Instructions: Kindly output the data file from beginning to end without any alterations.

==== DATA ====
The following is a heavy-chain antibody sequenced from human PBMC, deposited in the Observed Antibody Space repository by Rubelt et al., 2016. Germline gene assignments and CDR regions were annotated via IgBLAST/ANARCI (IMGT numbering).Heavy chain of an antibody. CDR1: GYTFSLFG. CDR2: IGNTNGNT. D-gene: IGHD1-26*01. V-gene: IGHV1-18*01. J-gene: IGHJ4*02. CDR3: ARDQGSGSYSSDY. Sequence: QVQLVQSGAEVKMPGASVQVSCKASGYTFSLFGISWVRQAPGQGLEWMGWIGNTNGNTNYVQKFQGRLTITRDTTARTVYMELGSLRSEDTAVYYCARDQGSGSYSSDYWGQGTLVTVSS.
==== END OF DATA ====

The following is a heavy-chain antibody sequenced from human PBMC, deposited in the Observed Antibody Space repository by Rubelt et al., 2016. Germline gene assignments and CDR regions were annotated via IgBLAST/ANARCI (IMGT numbering).Heavy chain of an antibody. CDR1: GYTFSLFG. CDR2: IGNTNGNT. D-gene: IGHD1-26*01. V-gene: IGHV1-18*01. J-gene: IGHJ4*02. CDR3: ARDQGSGSYSSDY. Sequence: QVQLVQSGAEVKMPGASVQVSCKASGYTFSLFGISWVRQAPGQGLEWMGWIGNTNGNTNYVQKFQGRLTITRDTTARTVYMELGSLRSEDTAVYYCARDQGSGSYSSDYWGQGTLVTVSS.